In the remainder of this blog post, I’ve pulled out 4 lessons from Steve’s commencement – based on the 3 stories he shared and his final comments – with some thoughts on how we all can act on his words of wisdom to find our passion, and have the courage to follow it.
Lesson 1: Connect The Dots
Again, you can’t connect the dots looking forward; you can only connect them looking backward. So you have to trust that the dots will somehow connect in your future. You have to trust in something — your gut, destiny, life, karma, whatever. This approach has never let me down, and it has made all the difference in my life. – Steve Jobs
Trusting your gut is a funny thing.
Everyone does it at certain times in their life (if you think back to the time you met your life partner or found an excellent job, that’s the feeling we are talking about).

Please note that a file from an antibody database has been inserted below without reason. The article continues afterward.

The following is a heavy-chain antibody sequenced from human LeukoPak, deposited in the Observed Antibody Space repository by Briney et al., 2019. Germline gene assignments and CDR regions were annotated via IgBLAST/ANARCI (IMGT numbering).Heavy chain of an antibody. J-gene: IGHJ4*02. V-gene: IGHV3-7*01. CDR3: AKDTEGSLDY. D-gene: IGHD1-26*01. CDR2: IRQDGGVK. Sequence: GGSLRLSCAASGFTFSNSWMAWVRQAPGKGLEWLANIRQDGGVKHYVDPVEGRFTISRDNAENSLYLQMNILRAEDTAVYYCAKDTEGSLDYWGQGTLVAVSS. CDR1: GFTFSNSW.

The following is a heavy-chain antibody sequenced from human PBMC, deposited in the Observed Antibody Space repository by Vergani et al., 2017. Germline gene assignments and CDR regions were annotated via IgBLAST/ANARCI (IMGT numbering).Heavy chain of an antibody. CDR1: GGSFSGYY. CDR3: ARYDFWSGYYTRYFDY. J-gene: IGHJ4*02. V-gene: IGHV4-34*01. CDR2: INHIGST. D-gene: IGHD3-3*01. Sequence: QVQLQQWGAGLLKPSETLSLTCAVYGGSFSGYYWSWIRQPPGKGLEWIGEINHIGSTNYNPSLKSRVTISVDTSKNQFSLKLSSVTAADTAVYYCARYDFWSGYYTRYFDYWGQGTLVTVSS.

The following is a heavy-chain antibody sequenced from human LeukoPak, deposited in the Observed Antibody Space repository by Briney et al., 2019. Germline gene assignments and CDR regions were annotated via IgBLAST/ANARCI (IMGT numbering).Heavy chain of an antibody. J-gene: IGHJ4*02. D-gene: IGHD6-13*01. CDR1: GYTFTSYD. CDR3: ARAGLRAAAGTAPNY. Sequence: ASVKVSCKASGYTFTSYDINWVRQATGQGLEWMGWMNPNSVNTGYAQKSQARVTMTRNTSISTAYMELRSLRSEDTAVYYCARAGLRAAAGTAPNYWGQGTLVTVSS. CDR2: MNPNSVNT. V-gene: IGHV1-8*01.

However, it’s tough to lay out any specific process for replicating this feeling. Describing it is also tricky. An athlete might call it being “in the Zone,” a yogi might call it being “in tune” and a business person might call it “firing on all cylinders” or “making a good bet” or “taking a risk”.
So how do we know when we are doing the right thing by shaking something up (e.g. leaving a job, a relationship, a home location, etc.)?
We can’t know for sure.
Steve Job’s insight was that we can only know looking backward, and connecting the dots of our past.
So do exactly that.
Look back at your life, and examine the big decisions you made in your career, business and lifestyle.
Which decisions worked out well? How do the dots connect across your life experiences? What clues does your past have when it comes to making big decisions for your future?
By examining your past decisions, you will cover clues that can help you with future choices.
Lesson 2: Find What You Love